City of Warren Police and Fire Retirement System v. Zebra Technologies Corporation et al

Filing 90

MEMORANDUM Opinion and Order: For the reasons stated in the attached memorandum opinion and order, Defendants Zebra Technologies Corporation, Anders Gustafsson, and Michael C. Smiley's Motion to Dismiss (Dkt. No. 69) is granted. Enter Memorandum Opinion and Order. Civil case terminated. Signed by the Honorable Harry D. Leinenweber on 10/16/2020:Mailed notice(maf)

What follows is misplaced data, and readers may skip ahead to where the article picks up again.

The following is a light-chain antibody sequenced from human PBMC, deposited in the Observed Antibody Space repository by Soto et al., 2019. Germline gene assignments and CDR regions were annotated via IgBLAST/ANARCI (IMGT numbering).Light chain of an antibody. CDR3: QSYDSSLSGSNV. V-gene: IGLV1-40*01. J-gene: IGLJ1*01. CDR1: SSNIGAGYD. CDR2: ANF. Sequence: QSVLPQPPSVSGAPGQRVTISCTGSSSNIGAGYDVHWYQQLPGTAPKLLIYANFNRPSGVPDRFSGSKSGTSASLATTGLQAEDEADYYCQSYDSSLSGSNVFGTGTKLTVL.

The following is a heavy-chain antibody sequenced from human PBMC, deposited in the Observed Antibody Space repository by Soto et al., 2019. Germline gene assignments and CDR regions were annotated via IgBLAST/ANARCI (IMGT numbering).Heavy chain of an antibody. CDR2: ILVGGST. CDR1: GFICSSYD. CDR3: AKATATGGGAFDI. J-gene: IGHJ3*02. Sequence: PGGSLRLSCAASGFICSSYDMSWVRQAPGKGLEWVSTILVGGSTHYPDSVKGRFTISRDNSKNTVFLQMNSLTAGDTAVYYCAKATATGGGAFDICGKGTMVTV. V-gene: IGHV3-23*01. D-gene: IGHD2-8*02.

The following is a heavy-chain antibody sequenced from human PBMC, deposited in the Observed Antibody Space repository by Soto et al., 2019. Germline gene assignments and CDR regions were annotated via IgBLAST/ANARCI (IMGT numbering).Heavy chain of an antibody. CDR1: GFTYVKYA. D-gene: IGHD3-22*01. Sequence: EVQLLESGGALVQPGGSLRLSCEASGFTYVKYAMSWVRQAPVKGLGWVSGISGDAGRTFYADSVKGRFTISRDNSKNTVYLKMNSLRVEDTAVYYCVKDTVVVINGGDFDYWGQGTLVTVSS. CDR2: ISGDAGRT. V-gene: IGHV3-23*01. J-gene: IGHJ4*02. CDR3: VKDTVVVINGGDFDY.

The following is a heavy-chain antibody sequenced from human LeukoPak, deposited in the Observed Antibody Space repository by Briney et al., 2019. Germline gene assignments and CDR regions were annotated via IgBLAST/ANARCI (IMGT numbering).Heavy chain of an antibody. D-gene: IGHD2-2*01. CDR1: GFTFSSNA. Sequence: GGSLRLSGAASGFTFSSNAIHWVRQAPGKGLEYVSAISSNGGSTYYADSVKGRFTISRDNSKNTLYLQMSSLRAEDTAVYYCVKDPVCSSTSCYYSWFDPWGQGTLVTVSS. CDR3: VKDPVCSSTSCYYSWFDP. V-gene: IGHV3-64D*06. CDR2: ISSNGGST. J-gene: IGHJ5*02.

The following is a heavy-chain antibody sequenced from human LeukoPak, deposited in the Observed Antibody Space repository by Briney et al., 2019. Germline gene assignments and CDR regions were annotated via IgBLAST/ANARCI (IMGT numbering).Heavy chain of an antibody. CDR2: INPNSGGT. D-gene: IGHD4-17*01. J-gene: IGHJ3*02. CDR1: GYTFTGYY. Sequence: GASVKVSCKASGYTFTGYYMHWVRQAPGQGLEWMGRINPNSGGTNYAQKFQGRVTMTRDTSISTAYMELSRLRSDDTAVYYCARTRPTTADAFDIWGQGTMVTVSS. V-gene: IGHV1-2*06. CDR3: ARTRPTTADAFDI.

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IN THE UNITED STATES DISTRICT COURT FOR THE NORTHERN DISTRICT OF ILLINOIS EASTERN DIVISION CITY OF WARREN POLICE AND FIRE RETIREMENT SYSTEM, Individually and on Behalf of All Others Similarly Situated, Case No. 19 C 5782 Plaintiff, Judge Harry D. Leinenweber v. ZEBRA TECHNOLOGIES CORPORATION, ANDERS GUSTAFSSON, and MICHAEL C. SMILEY, Defendants. MEMORANDUM OPINION AND ORDER For the reasons stated herein, Defendants Zebra Technologies Corporation, Anders Gustafsson, and Michael C. Smiley’s Motion to Dismiss (Dkt. No. 69) is granted. I. BACKGROUND On April 15, 2014, Zebra Technologies Corporation (“Zebra”) announced that it had agreed to acquire the enterprise business of Motorola Solutions, Inc. (“Motorola”). (Second Am. Compl. (“SAC”) ¶ 37, Dkt. No. 65.) Both companies are involved in what is known as “the internet of things.” This concept is described as a network of physical objects that are embedded with technologies for the purpose of connecting and exchanging data with other physical objects over the internet. It includes systems of interrelated computing devices with the ability to transfer data over a network without human interaction. The pre-acquisition business of Zebra involved asset intelligence and tracking though the use of barcodes, imagers, and radio frequency identification readers. (Id. ¶ 33.) The business acquired from Motorola consisted of enterprise visibility and mobility which involved mobile computing and data capture, e.g., the ability to provide a customer with knowledge of its products such as the quantity and their location. (Id.) A. The Complaint The Plaintiff, the City of Warren Police and Fire Retirement System, allegedly purchased Zebra common stock during the proposed class period of November 4, 2014, to November 9, 2015. (Id. ¶ 21.) The individual Defendants are senior officers that led Zebra during the class period. Collectively with Zebra, the individual Defendants are referred to as Defendant or Defendants. According to the Complaint, the SEC report filed by Zebra for the acquisition stated that the purchase price was $3.45 billion in cash and acknowledged that Zebra was acquiring a company significantly larger than itself, i.e., Zebra had 2,600 employees and $1 billion in revenues while Motorola had 4,500 employees and $2.5 billion in revenues. (Id. ¶ 39.) In a conference call announcing the acquisition, Zebra said that it expected earnings per share to - 2 - increase during the first year and return on invested capital to exceed the cost of the acquisition in three years. (Id. ¶ 38.) On a November 4, 2014, earnings call after the completion of the acquisition, Zebra stated that it expected cost synergies resulting from the acquisition would amount to $150 million. (Id. ¶ 44.) Unfortunately, according to the Complaint, the integration of Motorola enterprise into Zebra was met with numerous problems. (Id. ¶ 47.) Specifically, Zebra struggled to extract the relevant data from the Motorola enterprise system and integrate that data into the Zebra system. (Id.) For example, the sales organizations of the two compensation companies which were made very the different integration in more systems costly and than originally thought. (Id. ¶ 52.) Thus, on November 10, 2015, a year after the completion of the acquisition, Zebra announced that the complexity of the two systems was greater than it had anticipated and that it expected the cost to complete the overall integration would be approximately $180 million to $200 million through 2017. (Id. ¶ 71.) Moreover, according to the Complaint, on August 11, 2015, Zebra announced that it had missed its previously issued gross margin guidance for the second quarter of 2015. (Id. ¶ 112.) The guidance issued on May 13, 2015, was 45.5% to 46,5%. (Id. ¶ 64.) On August 11, 2015, Zebra announced its second quarter gross margin - 3 - came in at 44.2%. The gross margin miss was 160 basis points, or 1.6% below that of the previous quarter. (Id. ¶¶ 66–67.) However, the three other guidance metrics, net sales, non GAPP earnings per share, and adjusted EBITDA, had been met. (Id.) Zebra’s explanation for the shortfall was “purchase accounting and one-time accounting adjustments” relating to the acquisition of the Motorola enterprise. (Id.) The announcement of the failure to achieve the gross margin guidance for the 2015 second quarter resulted in an immediate 24% drop in Zebra share price. (Id. ¶ 68.) The announcement that Zebra would need to spend between $180 and $200 million to complete the integration resulted in the share price dropping 8% further. (Id. ¶¶ 71–73.) It is these share price drops that form the basis for this putative securities fraud class action. The Plaintiff seeks to bring this action on behalf of a putative class of purchasers of Zebra common stock who purchased shares between the dates of November 4, 2014, the date the acquisition was closed, and November 9, 2015, the date Zebra disclosed that it would need to spend upwards of $200 million to complete the integration. As stated in the Complaint, while Zebra emphasized to the market the significant cost synergies that were to be obtained through the acquisition and assured investors the integration of the two entities was “progressing as planned,” it was experiencing substantial problems with integration during the class period. - 4 - (Id. ¶¶ 95–96.) The Defendants continued their rhetoric even as the company was experiencing problems internally. Anonymous confidential former employees described the process as having “many challenges” and that parts were “brutal.” (Id. ¶ 50.) According to the Complaint, many of the problems experienced were the result of understaffing, which led to the hiring of additional personnel at increased cost, as well as the continuing obligation to pay Motorola for contractual services. (Id. ¶¶ 51 & 53.) B. The Motion to Dismiss Defendants have filed a Motion to Dismiss based on three contentions. First, Defendants claim they advised the market at the time of the acquisition that integration would be difficult and the benefits to be gained required Defendants to not “stub [their] toe” while pursuing the integration.(11/4/2014 Zebra Earnings Call at 12, Mot., Ex. 2, Dkt. No. 71-2.) Defendants next contend that Plaintiff has failed to allege any present tense statement that was either false or misleading and that the many of the statements relied upon by Plaintiff were forward-looking statements that are protected by the safe harbor provision of the Private Securities Litigation Reform Act (“PSLRA”). Finally, Defendants argue that Plaintiff does not plead a “strong inference of scienter” with regard to any of the alleged false statements or omissions as required by the PSLRA. - 5 - II. DISCUSSION The Complaint challenges two general categories of alleged misstatements by Defendants: present tense statements concerning the status of integration, and forward-looking statements relating to anticipated cost synergies from the acquisition and the gross margin guidance for the second quarter of 2015. To state a Rule 10 b-5 claim for securities fraud, a plaintiff must allege: (1) a material misrepresentation, or omission by a defendant, (2) misrepresentation scienter, or (3) omission and a connection the purchase between or sale the of a security; (4) reliance upon the misrepresentation or omission; (5) economic loss; and (6) loss causation. Cornielsen v. Infinium Capital Mgmt., LLC, 916 F.3d 589, 598 (7th Cir. 2019). The fraud claim must satisfy not only Rule 9(b)’s particularity standard, but also the requirement of Section 21D(b)(2) that securities fraud complaints must “state with particularity facts giving rise to a strong inference that they acted with the required state of mind.” 15 USC § 78u-4(b)(2)(A). The required state of mind refers to the element of scienter, and, in the PSLRA context, means “an intent to deceive, demonstrated by knowledge of the statement’s falsity or reckless disregard of a substantial risk of the statement is false.” Higginbotham v. Baxter Int'l, Inc., 495 F.3d 753, 756 (7th Cir. 2007). The PSLRA also requires that any complaint alleging a material misrepresentation or omission must also “specify each - 6 - statement alleged to have been misleading” and “the reason or reasons why the statement is misleading.” 15 USC § 78u-4(b)(1); Cornielsen, 916 F.3d at 599. A complaint that fails to do so shall be dismissed. 15 USC § 78u-4(b)(3)(A). Plaintiff’s chief complaints are (1) that Defendants falsely claimed that the acquisition was on track to achieve short-term substantial savings arising from cost synergies, which was belied by Defendants missing their second quarter gross margin guidance, and (2) that Defendants failed to disclose the extent of the problems arising from integrating the two companies until their November 10, 2015, disclosure that the integration would require substantial incremental spending (upwards of $180 million to $200 million) to complete the integration. Defendants respond that they made clear from the beginning to the investing public that the integration would be “a significant undertaking and will require significant attention from our management,” and that integration might not be successful or may “be more costly than presently contemplated.” (2014 Annual Form 10-K at 22, Mot., Ex. 8, Dkt. No. 71-8.) Furthermore, the Defendants argue that the significant cost savings due to synergies resulting from the acquisition is separate from the one-time costs arising from the acquisition. The Complaint does not allege that Zebra failed to achieve the significant cost savings contemplated at the time of the acquisition. Instead, Plaintiff alleges the - 7 - increased costs expended the savings. Although Defendants admit this may have happened when the costs spiraled upward during integration, this does not take away the ultimate value of the acquisition. The presence of one-time costs, while unfortunate, do not make the expectation acquisition that the a merger mistake would or belie result in the underlying savings due to synergies. Defendants also argue that the failure to meet the second quarter gross margin cannot be actionable because of the PSLRA’s safe harbor provision. If a statement is identified as forwardlooking and is accompanied by meaningful cautionary statements identifying important factors that could cause actual results to vary materially from those in the forward-looking statement, it will not support a securities fraud claim. 15 U.S.C. § 78u- 5(c)(1)(A)(i). Statements of future economic performance include revenues, income, and earnings forecasts. Id. § 78u-5(i)(1)(A). To prove the false and misleading nature of Zebra’s statements, Plaintiff relies in part upon information provided by two anonymous former employees, as well as the actual resulting costs. The false statements or omissions listed in the Complaint as occurring during the class periods are contained in paragraphs 82 through 106 of the Second Amended Complaint and are as follows: We will continue to drive momentum and maximize the strength of the new Zebra, as we create the most formidable provider of asset intelligence solutions - 8 - worldwide. At the same time, we are committed to creating shareholder value through achieving $150 million in cost synergies. We expect $100 million of these savings to be realized in operating expenses and $50 million in cost of goods, as we streamline the purchasing of common components and rationalized vendors. Our current plan calls for exiting 2015 with [$50] million to $75 million in captured synergies on a run-rate basis, with the remainder achieved the following year. (SAC ¶ 82; 11/4/2014 Earnings Call at 7.) By the time of closing, we successfully completed a complex cut-over to the [enterprise resource planning (“ERP”)] system supporting the enterprise business in a short amount of time. Our hard work ahead of the close enabled us to take orders and ship products at volume from day one. We have already made significant progress on integrating the enterprise business. (SAC ¶ 84; 11/4/2014 Earnings Call at 7.) Operating expenses for the third quarter increased 52.2% primarily due to acquisition and integration costs related to the acquisition of the Enterprise business of Motorola Solutions, which was announced in April 2014. Zebra completed the transaction on October 27, 2014. (SAC ¶ 86; 3Q2014 Form 10-Q at 27, Mot., Ex. 3, Dkt. No. 71-3.) We may be unable to effectively integrate the Enterprise business into our existing business after the Acquisition. (SAC ¶ 88; 3Q2014 Form 10-Q at 36.) We cannot assure you that we will be able to integrate the Enterprise business effectively into the Company. The integration of the Enterprise business, which is significantly larger than our existing business, into our operations will be a significant undertaking and will require significant attention from our management. The Acquisition, with an approximate enterprise value of $3.45 billion, is significantly larger than prior acquisitions we have completed and will significantly increase the size of our operations, increase our number of employees and operating facilities and expand our geographic scope. There can be no assurance that we will be able to successfully integrate the Enterprise business, or if such integration is successfully accomplished, that such integration will not be more - 9 - costly than presently contemplated. There can also be no assurance that we can successfully manage the combined business due to our greatly increased size and scope. If we cannot successfully integrate and manage the Enterprise business within a reasonable time following the Acquisition, we may not be able to realize the potential and anticipated benefits of the acquisition, which could have a material adverse effect on our business, financial condition, operating results, cash flows and growth prospects. (SAC ¶ 88; 3Q2014 Form 10-Q at 36.) We may be unable to realize the expected growth opportunities and cost savings from the Acquisition. (SAC ¶ 88; 3Q2014 Form 10-Q at 36.) In connection with the integration of the Enterprise business into our existing operating structure, we will seek to realize growth opportunities, along with cost savings. We currently expect to realize cost savings of approximately $150 million per year to be fully achieved by 2017. The anticipated cost savings are based upon assumptions about our ability to implement integration measures in a timely fashion and within certain cost parameters. Our ability to achieve the planned cost synergies is dependent upon a significant number of factors, some of which may be beyond our control. For example, we may be unable to eliminate duplicative costs in a timely fashion or at all. Our inability to realize anticipated cost savings, and revenue enhancements from the acquisition could have a material adverse effect on our business, financial condition, operating results, cash flows and growth prospects. (SAC ¶ 88; 3Q2014 Form 10-Q at 36.) The Acquisition could divert the attention management. (SAC ¶ 88; 3Q2014 Form 10-Q at 36.) of If we complete the Acquisition, we will be entering new lines of business that we lack experience managing. Similarly, because the Enterprise business is significantly larger than our existing business, we will be required to manage new and larger lines of business, and consequently the integration process will require significant attention from management, which may divert management’s attention from our existing businesses. Management may also have difficulty assimilating the - 10 - corporate cultures, maintaining employee morale and retaining key employees. These diversions, together with other difficulties we may have integrating the Enterprise business, could have a material adverse effect on our business, financial condition, operating results, cash flows and growth prospects. (SAC ¶ 88; 3Q2014 Form 10-Q at 36.) The integration is well underway. We actually obviously closed the transaction a couple weeks ago. One thing we are really excited about is we turned onto ERP systems -- is we had to clone what we acquired. And we turned it on, and it’s functioning really well. I’m going to tell you that’s not a small feat. But I think that’s another testimony to the fact that we can execute well. So that’s working well for us. (SAC ¶ 90; 11/11/2014 Industrial Conference at 7, Mot., Ex. 4, Dkt. No. 71-4.) We are moving forward on plan with the integration, and we remain confident in our ability to achieve $150 million in cost synergies over two years. * * * We are on target to achieve the $150 million in synergies by the end of 2016, with $50 million to $75 million in savings this year. (SAC ¶ 93; 3/17/2015 Earnings Call at 7–8, Mot., Ex. 7, Dkt. No. 71-7.) Since the enterprise acquisition closed on October 27, we have been very pleased with the progress of our integration efforts, and the resulting success. Since day one, we were able to book and ship product in quantity. Our employees are energized, and despite the complexities of the transaction, they have remained focused on serving our customers and partners, and growing the business. The two businesses are coming together quickly, with the goal of building an organization that is uniquely positioned to serve the visibility needs of partners and customers around the globe. The integration is progressing as planned. (SAC ¶ 95; 3/17/2015 Earnings Call at 5.) We have already completed the integration of the sales force under Joe, and we have aligned the right people in the right roles. (SOC ¶ 97; 3/17/2015 Earnings Call at 5.) - 11 - During the quarter we also made material progress on achieving our cost-synergy targets, pursuing growth initiatives and integrating Zebra with the Enterprise business acquired from Motorola Solutions in October. (SAC ¶ 100; 5/13/2015 Press Release at 1, Mot., Ex. 9, Dkt. No. 71-9.) We also made meaningful progress on our synergy, integration, and growth goals. . . . To date, we have achieved $50 million in cost synergies on an annualized basis, related to the acquisition. In addition to completing the sales force consolidation, in order to present a solid unified approach to the customer, we have merged several facilities, rationalized part of our supply chain organization, and achieved cost savings from reducing the number of services provided under the transition services agreement with Motorola. This progress reinforces our confidence in our capacity to meet or exceed our long-term growth, profit and debt leverage objectives. (SAC ¶ 102; 5/13/2015 Earnings Call at 4, Mot., Ex. 10, Dkt. No. 71-10.) First-quarter EBITDA reflects good progress on our synergy efforts, and we are close to our goal of achieving an 18% to 20% EBITDA margin. To date, we have captured approximately $50 million in run rate savings, and remain on track to achieve our target of $150 million of run rate synergies by the end of 2016. In addition, we believe the potential exists to achieve even more synergies beyond the two-year time frame. (SAC ¶ 104; 5/13/2015 Earnings Call at 6.) We expect non-GAAP earnings for the second quarter in the range of $1 to $1.25. This forecast assumes gross margin in the range of 45.5% to 46.5%. (SOC ¶ 106; 5/13/2015 Earnings Call at 6.) The case of Makor Issues & Rights, Ltd v. Tellabs, Inc., 437 F.3d 588 (7th Cir. 2006), vacated and remanded on other grounds, 551 U.S. 308 (2007) is helpful in determining whether any of these alleged statements can support a securities fraud claim. Tellabs was a Section 10(b) fraud putative class action that addressed the - 12 - heightened pleading requirements of PSLRA. The Seventh Circuit noted that PSLRA requires two elements of securities fraud, falsity and materiality, be pleaded with special particularity, i.e., the complaint must specify each statement or omission that is false and why it is so. Where confidential sources are relied upon, they must be described with sufficient particularity “to support the probability that a person in the position occupied by the source would possess the information alleged.” Id. at 596 (citing Novak v. Kasaks, 216 F.3d 300, 314 (2d Cir. 2000)). Materiality exists where “an investor would reasonably rely” on the disclosure as one “reflecting a consequential fact about the company.” Id. However, statements that are vaguely aspirational or puffery are not material and do not support a securities fraud claim. Id. In analyzing Zebra’s alleged statements, the Court reviews whether the statements are in fact misleading and, if so, whether they are material. Plaintiff first argues Paragraph 82 of the SAC, which states Zebra was “committed to . . . achieving 150 million in cost synergies” from the acquisition, is false because Zebra failed to consider the costs that tended to offset the benefits. (SAC ¶ 82.) However, the statement does not claim that synergistic benefits would be achieved without any one-time costs associated with the acquisition. Moreover, the Complaint does not allege that no synergistic benefits resulted. A reasonable investor would - 13 - expect many one-time costs associated with a massive acquisition such as Zebra’s purchase of Motorola. Plaintiff also claim the alleged statements in Paragraph 84, which announced that Zebra had completed the “complex cut-over” to the enterprise resource planning system in a short amount of time and had made “significant progress” towards integrating the enterprise businesses, were misleading and false. (SAC ¶ 84.) However, Plaintiff’s interpretation of the statements appear to be out of context with the balance of the paragraph. In context, the “successfully completed complex cutover of the ERP systems” is directly tied to Zebra’s ability to “take orders and ship products at volume from day one.” (Id.) Rather than implying the ERP systems integration had been totally accomplished, the statement appears to reference the level of success that enabled Zebra to sell and ship products from “day one,” i.e., the date of acquisition closure. (Id.) Plaintiff does not dispute Zebra’s claim that it was able to sell and ship product, and the quarterly financials showing product sales volume support this statement. The second sentence in Paragraph 84 is clearly puffery. See Searls v. Glasser, 64 F.3d 1061, 1066 (7th Cir. 1995) (holding that “promotional phrase[s] used to champion the company but [are] devoid of substantial information” and “optimistic rhetoric” are “better described as puffery rather than as material statements of fact”). “Significant progress” is a subjective description and - 14 - “contains no useful information upon which a reasonable investor would base a decision to invest.” Id. Similarly, the statements in Paragraph 90 regarding the Motorola ERP system “functioning really well” and “working well for us” are puffery, as each merely reiterates that Zebra was satisfied with the progress which enabled it to sell and ship product. (SAC ¶ 90.) The language identified in Paragraphs 95 and 97 contain the same vague and optimistic rhetoric. In Paragraph 95, the company stated it was “very pleased” with the progress of integration, the two companies were coming together “quickly,” and integration was “progressing as planned.” (SAC ¶ 95.) In Paragraph 97, the company stated it had “completed the integration of the sales force and had aligned the right people in the right roles.” (SAC ¶ 97.) These are subjective assessments and likewise puffery. Plaintiff next claims Paragraphs 86 and 88 are inaccurate by omission. In Paragraph 86, Zebra states that “[o]perating expenses for the third quarter increased 52.2% . . .” (SAC ¶ 86.) This is merely a factual statement regarding operating expenses in the third quarter. Plaintiff does not dispute the accuracy of the statement, likely because the operating expenses did increase. Plaintiff argues that Zebra did not go far enough and should have explicitly forecasted increased costs in the future. The statement, however, implies neither cost increases nor a lack of - 15 - cost increases in the future, and is therefore not false or misleading. Plaintiff’s argument regarding Paragraph 88 is similarly styled. The identified statements are from the company’s 2014 Third Quarter Form 10-Q public filing and warn investors that Zebra “may be unable to effectively integrate” the two businesses postacquisition. (SAC ¶ 88.) Again, Plaintiff’s contend that the statements did not warn investors enough instead of pointing to any factual inaccuracy. The statements appear entirely accurate. Paragraph 93, containing excerpts from a March 17, 2015, earnings call, states that Zebra “remained confident in our ability to achieve 150 million in cost synergies over two years” and that the company was “on target” to achieve cost savings for 2015. (SAC ¶ 93.) These statements are forward-looking and are subject to the PSLRA safe harbor provision. In addition, as noted above, the fact that there are cost synergies resulting from the acquisition does not appear to be disputed by Plaintiff. Rather, it is Plaintiff’s position that the synergies were offset by the integration expenses. Finally, the statements alleged in Paragraphs 100, 102 and 104 are neither false nor misleading. The company states it is making “material” and “meaningful progress on [their] synergy and integration goals” and had achieved cost savings. (SAC ¶¶ 100 & 102.) Such statements are clearly not false, and they lack any - 16 - objective factual content that could be relied upon by investors. To the extent that Zebra expressed it would continue with ERP integration activities beyond the two year target by mentioning a “potential exists to achieve even more synergies beyond the twoyear time frame,” while perhaps somewhat inconsistent with an earlier statement concerning completion of ERP integration, was was not falsely made, nor does Plaintiff dispute its inaccuracy. (SAC ¶ 104.) The last statement in contention is Paragraph 106, which provides gross margin guidance for the second quarter of 2015. Plaintiff alleges that Zebra’s announcement of gross margins for the second quarter missed by a total of 160 basis points, or 1.6%. Defendants excuse the failure by pointing to purchase accounting adjustments resulting from higher costs associated with the rebranding to Zebra products as well as “other costs not expected to recur.” (2Q2015 Form 10-Q at 30, Mot., Ex. 14, Dkt. No. 71-14.) These adjustments account for l.l% of the difference between the expected and actual margin. Zebra also attributed their second quarter results to the lower margins on Enterprise products as compared to Zebra products. (11/10/2015 Press Release at 3, Mot., Ex. 15, Dkt. No. 71-15.) Since this guidance was a forecast, it falls within the “safe harbor” provided by the PLRSRA. Asher v. Baxterm, 377 F3d 727, 734 (7th Cir. 2004)(“ The PSLRA does not require the most helpful caution; - 17 - it is enough to identify important factors materially that from could cause actual in the those results to differ forward-looking statement.”)(citations omitted). Since the Court has failed to find any of the present tense statements made by Defendants to be fraudulent, Plaintiff cannot use them as evidence that Defendants knew their guidance was wrong when issued. More importantly, Plaintiff has failed to demonstrate any motive that Defendants had to commit fraud. Any indication from Zebra that the integration was being accomplished painlessly would be shown to be false by the next financial disclosures of increased integration expenditures. There is no allegation that any of the Defendants made any sales or purchases of Zebra shares during the period in question which, if true, could provide a financial motive to issue misleading or inaccurate forecasts. See City of Livonia Employees' Ret. Sys. v. Boeing Co., 711 F.3d 754 (7th Cir. 2013). In this case, Judge Posner pointed out that there is a difference between the duty of truthfulness and the duty of candor. He then noted that there was no duty at all of total corporate transparency. Id. at 758–59. Through puffery, it may be that Defendants described the progress of the integration as rosier than was justified. However, nothing Defendants said or did amounted to a false statement made with scienter. Without a motive to defraud, a “strong inference” of the required state of mind is difficult to make. Id. at 756–57. - 18 - While a lack of motive is not dispositive on the issue of scienter, the Supreme Court has said that the court must assess all allegations “holistically.” Tellabs, Inc. v. Makor Issues & Rights, Ltd., 551 U.S. 308, 326 (2007). Specifically, the Court must review “all as true and taken collectively,” and ask if a reasonable person would “deem the inference of scienter to be least as strong as an opposing inference.” Id. Plaintiff has failed to so show here. In summary, Zebra acquired the Motorola enterprise to create a business entity that would provide large cost synergies through combining two entities that provided different but complimentary products within the “internet of things.” Zebra’s original announcement optimistically touted the expected benefits to be derived while warning investors of the significant risks involved, including nonsuccess or increased costs. Plaintiff’s argument that Zebra gave unjustified rosy outlooks is based on its own subjective interpretation of Zebra’s statements. When Zebra disclosed at the close of the class-period that integration had been neither as easy nor as cheap as could be expected from the periodic statements of Zebra personnel, Plaintiff claims the public was defrauded. However, as Judge Posner pointed out in City of Livonia, there is a difference between a duty of truthfulness and the duty of candor. A rosy outlook, also known as puffery, does not prove a lack of truthfulness on behalf - 19 - of the Defendants. At most, Defendants showed a lack of candor, which is insufficient to support a securities fraud case. Northcoast Research’s November 13, 2015, analysis on Zebra’s failure to achieve its guidance on its gross margin puts the event in context: Shares of Zebra have taken a beating this week as management continues to confuse investors on the earnings calls despite putting up respectable numbers in a challenging environment. We believe these communication issues are weighing on the stock but will ultimately be corrected. We reiterate our BUY rating and $115 price target and suggest investors that have the patience to wait for the results will be rewarded in the long-run, but the shortterm may be difficult. Those willing to buy now may be the biggest beneficiaries. (11/13/2015 Northcoast Research at 2, Mot., Ex. 17, Dkt. No. 71- 17.) This analysis has been borne out: as of this writing, the share price is currently trading at approximately four times the price at the end of the class period. NASDAQ, (last visited Oct. 15, 2020). These long-term results also demonstrate a lack of scienter on the part of Defendants. Because Plaintiff failed to plead material misrepresentations by Zebra or the individual Defendants, as well as failed to meet the heightened pleading standards on Defendants’ deceive, Plaintiff’s claims may not move forward. - 20 - intent to IV. CONCLUSION For the reasons stated herein, Defendants’ Motion to Dismiss (Dkt. No. 69) is granted as to all Defendants. IT IS SO ORDERED. Harry D. Leinenweber, Judge United States District Court Dated: 10/16/2020 - 21 -